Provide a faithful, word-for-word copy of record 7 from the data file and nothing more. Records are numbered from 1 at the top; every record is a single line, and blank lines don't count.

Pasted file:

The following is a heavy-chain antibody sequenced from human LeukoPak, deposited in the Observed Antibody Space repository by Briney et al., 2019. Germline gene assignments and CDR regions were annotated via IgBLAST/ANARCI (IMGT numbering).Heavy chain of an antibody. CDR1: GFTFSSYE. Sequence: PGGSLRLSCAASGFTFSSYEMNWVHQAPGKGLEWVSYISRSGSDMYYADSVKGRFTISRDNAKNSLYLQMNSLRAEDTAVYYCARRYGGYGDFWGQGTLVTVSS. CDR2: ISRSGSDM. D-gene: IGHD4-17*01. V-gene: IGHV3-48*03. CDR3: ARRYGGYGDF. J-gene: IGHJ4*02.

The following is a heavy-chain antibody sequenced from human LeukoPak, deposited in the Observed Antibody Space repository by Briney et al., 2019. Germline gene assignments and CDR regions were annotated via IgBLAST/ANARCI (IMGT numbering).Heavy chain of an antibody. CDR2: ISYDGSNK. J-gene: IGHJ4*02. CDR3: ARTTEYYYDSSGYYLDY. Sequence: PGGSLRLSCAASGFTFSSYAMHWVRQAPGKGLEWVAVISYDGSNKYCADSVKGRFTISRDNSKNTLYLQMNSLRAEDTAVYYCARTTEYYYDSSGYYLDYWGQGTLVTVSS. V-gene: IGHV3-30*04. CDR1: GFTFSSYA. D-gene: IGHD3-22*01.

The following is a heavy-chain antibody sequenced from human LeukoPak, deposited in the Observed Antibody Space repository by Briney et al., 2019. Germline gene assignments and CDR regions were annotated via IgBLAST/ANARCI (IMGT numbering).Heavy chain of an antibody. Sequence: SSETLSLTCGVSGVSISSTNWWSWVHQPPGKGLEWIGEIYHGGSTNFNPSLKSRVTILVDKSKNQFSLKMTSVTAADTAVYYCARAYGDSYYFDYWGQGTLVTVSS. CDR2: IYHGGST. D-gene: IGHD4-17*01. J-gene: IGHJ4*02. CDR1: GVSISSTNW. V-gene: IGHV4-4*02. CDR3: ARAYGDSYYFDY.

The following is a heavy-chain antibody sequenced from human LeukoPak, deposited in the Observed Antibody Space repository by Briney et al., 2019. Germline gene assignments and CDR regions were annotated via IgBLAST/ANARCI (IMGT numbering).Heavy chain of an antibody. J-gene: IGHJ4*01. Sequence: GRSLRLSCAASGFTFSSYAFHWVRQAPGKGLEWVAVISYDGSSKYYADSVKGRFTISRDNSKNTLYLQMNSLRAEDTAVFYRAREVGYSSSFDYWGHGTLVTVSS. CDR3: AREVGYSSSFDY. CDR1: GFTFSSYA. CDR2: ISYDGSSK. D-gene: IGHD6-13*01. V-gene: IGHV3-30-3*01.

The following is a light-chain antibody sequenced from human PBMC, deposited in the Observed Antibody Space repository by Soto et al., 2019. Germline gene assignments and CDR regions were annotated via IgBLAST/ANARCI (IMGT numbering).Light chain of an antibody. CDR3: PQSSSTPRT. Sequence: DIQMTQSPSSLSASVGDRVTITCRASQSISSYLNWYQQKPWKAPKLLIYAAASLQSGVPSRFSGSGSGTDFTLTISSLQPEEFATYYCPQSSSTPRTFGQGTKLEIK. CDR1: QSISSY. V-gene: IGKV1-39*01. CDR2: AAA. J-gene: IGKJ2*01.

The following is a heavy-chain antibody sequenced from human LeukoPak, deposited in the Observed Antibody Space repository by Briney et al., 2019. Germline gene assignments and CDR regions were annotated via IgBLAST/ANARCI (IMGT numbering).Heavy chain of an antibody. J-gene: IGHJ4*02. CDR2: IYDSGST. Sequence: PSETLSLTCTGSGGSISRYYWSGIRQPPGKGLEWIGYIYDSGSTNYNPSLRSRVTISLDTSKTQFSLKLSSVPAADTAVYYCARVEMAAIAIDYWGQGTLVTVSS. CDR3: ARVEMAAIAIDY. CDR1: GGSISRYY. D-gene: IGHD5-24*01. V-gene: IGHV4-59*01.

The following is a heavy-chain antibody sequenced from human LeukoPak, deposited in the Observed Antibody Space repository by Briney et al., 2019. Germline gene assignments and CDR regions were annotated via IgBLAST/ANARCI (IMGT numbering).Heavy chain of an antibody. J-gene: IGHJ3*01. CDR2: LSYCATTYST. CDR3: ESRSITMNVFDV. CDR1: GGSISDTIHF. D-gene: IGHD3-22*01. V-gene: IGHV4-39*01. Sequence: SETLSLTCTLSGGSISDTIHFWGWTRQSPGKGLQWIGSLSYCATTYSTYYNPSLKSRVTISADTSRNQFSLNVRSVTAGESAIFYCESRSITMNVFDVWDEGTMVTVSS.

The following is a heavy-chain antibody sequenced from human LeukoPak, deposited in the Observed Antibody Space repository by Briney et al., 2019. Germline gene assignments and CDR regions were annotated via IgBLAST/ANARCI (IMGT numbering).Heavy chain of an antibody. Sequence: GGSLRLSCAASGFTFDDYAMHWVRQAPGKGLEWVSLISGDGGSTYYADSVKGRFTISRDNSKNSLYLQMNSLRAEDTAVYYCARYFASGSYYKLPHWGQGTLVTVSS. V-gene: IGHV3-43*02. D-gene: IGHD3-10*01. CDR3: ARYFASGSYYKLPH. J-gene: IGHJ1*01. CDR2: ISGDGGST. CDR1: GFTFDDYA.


The following is a heavy-chain antibody sequenced from human LeukoPak, deposited in the Observed Antibody Space repository by Briney et al., 2019. Germline gene assignments and CDR regions were annotated via IgBLAST/ANARCI (IMGT numbering).Heavy chain of an antibody. J-gene: IGHJ3*01. CDR2: LSYCATTYST. CDR3: ESRSITMNVFDV. CDR1: GGSISDTIHF. D-gene: IGHD3-22*01. V-gene: IGHV4-39*01. Sequence: SETLSLTCTLSGGSISDTIHFWGWTRQSPGKGLQWIGSLSYCATTYSTYYNPSLKSRVTISADTSRNQFSLNVRSVTAGESAIFYCESRSITMNVFDVWDEGTMVTVSS.